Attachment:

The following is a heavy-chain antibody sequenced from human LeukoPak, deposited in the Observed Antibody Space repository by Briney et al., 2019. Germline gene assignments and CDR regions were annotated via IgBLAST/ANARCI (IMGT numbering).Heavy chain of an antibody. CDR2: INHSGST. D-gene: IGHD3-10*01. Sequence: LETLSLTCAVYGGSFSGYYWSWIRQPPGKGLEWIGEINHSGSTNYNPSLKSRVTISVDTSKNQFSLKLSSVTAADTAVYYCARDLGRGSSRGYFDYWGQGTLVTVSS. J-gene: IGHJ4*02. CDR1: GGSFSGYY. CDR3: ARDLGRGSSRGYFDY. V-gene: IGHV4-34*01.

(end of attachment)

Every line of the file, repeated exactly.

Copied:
The following is a heavy-chain antibody sequenced from human LeukoPak, deposited in the Observed Antibody Space repository by Briney et al., 2019. Germline gene assignments and CDR regions were annotated via IgBLAST/ANARCI (IMGT numbering).Heavy chain of an antibody. CDR2: INHSGST. D-gene: IGHD3-10*01. Sequence: LETLSLTCAVYGGSFSGYYWSWIRQPPGKGLEWIGEINHSGSTNYNPSLKSRVTISVDTSKNQFSLKLSSVTAADTAVYYCARDLGRGSSRGYFDYWGQGTLVTVSS. J-gene: IGHJ4*02. CDR1: GGSFSGYY. CDR3: ARDLGRGSSRGYFDY. V-gene: IGHV4-34*01.